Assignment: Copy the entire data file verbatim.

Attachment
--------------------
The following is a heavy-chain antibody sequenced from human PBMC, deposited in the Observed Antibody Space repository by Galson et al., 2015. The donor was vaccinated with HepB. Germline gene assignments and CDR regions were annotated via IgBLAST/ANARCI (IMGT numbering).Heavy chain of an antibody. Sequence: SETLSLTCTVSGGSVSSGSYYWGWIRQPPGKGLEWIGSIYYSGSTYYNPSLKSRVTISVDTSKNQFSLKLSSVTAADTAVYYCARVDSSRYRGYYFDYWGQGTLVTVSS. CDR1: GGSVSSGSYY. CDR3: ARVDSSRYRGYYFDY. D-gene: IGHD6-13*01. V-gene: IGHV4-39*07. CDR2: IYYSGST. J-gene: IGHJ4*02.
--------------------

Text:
The following is a heavy-chain antibody sequenced from human PBMC, deposited in the Observed Antibody Space repository by Galson et al., 2015. The donor was vaccinated with HepB. Germline gene assignments and CDR regions were annotated via IgBLAST/ANARCI (IMGT numbering).Heavy chain of an antibody. Sequence: SETLSLTCTVSGGSVSSGSYYWGWIRQPPGKGLEWIGSIYYSGSTYYNPSLKSRVTISVDTSKNQFSLKLSSVTAADTAVYYCARVDSSRYRGYYFDYWGQGTLVTVSS. CDR1: GGSVSSGSYY. CDR3: ARVDSSRYRGYYFDY. D-gene: IGHD6-13*01. V-gene: IGHV4-39*07. CDR2: IYYSGST. J-gene: IGHJ4*02.